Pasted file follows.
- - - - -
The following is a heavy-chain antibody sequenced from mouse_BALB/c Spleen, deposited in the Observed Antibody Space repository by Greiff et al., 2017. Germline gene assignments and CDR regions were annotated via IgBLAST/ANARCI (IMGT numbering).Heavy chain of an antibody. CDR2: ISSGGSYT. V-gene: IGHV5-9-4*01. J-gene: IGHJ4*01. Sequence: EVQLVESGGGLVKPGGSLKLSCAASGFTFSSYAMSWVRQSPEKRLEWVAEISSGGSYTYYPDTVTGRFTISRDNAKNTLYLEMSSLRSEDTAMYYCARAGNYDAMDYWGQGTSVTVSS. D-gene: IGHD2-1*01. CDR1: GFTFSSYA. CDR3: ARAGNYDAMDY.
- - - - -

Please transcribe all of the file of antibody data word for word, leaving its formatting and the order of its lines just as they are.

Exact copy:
The following is a heavy-chain antibody sequenced from mouse_BALB/c Spleen, deposited in the Observed Antibody Space repository by Greiff et al., 2017. Germline gene assignments and CDR regions were annotated via IgBLAST/ANARCI (IMGT numbering).Heavy chain of an antibody. CDR2: ISSGGSYT. V-gene: IGHV5-9-4*01. J-gene: IGHJ4*01. Sequence: EVQLVESGGGLVKPGGSLKLSCAASGFTFSSYAMSWVRQSPEKRLEWVAEISSGGSYTYYPDTVTGRFTISRDNAKNTLYLEMSSLRSEDTAMYYCARAGNYDAMDYWGQGTSVTVSS. D-gene: IGHD2-1*01. CDR1: GFTFSSYA. CDR3: ARAGNYDAMDY.